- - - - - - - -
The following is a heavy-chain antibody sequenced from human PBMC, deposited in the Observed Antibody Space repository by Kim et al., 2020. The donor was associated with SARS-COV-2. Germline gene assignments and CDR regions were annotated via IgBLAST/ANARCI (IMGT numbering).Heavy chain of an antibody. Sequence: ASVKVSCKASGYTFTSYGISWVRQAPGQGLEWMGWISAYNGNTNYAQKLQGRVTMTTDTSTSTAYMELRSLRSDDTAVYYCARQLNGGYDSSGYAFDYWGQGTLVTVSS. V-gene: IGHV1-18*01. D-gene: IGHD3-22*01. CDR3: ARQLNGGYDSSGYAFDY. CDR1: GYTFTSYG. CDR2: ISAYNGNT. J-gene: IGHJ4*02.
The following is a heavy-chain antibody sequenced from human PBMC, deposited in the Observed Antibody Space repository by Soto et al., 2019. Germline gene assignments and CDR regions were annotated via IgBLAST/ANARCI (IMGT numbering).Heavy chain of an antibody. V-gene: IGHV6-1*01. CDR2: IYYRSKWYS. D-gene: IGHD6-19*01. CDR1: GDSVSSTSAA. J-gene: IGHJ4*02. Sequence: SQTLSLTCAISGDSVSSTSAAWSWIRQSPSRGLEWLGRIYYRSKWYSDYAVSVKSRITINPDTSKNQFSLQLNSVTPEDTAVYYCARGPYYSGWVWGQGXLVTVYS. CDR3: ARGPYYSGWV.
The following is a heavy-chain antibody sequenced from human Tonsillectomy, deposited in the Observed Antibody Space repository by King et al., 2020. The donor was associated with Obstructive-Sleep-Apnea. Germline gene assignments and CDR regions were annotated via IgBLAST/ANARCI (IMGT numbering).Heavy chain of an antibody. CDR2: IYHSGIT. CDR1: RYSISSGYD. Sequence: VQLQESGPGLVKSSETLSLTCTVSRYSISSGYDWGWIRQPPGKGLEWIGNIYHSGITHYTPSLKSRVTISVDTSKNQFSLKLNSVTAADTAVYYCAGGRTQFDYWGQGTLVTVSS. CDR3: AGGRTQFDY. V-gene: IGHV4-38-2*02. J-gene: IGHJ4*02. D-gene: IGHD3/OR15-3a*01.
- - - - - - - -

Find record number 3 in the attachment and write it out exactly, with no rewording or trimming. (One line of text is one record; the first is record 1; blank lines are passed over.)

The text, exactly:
The following is a heavy-chain antibody sequenced from human Tonsillectomy, deposited in the Observed Antibody Space repository by King et al., 2020. The donor was associated with Obstructive-Sleep-Apnea. Germline gene assignments and CDR regions were annotated via IgBLAST/ANARCI (IMGT numbering).Heavy chain of an antibody. CDR2: IYHSGIT. CDR1: RYSISSGYD. Sequence: VQLQESGPGLVKSSETLSLTCTVSRYSISSGYDWGWIRQPPGKGLEWIGNIYHSGITHYTPSLKSRVTISVDTSKNQFSLKLNSVTAADTAVYYCAGGRTQFDYWGQGTLVTVSS. CDR3: AGGRTQFDY. V-gene: IGHV4-38-2*02. J-gene: IGHJ4*02. D-gene: IGHD3/OR15-3a*01.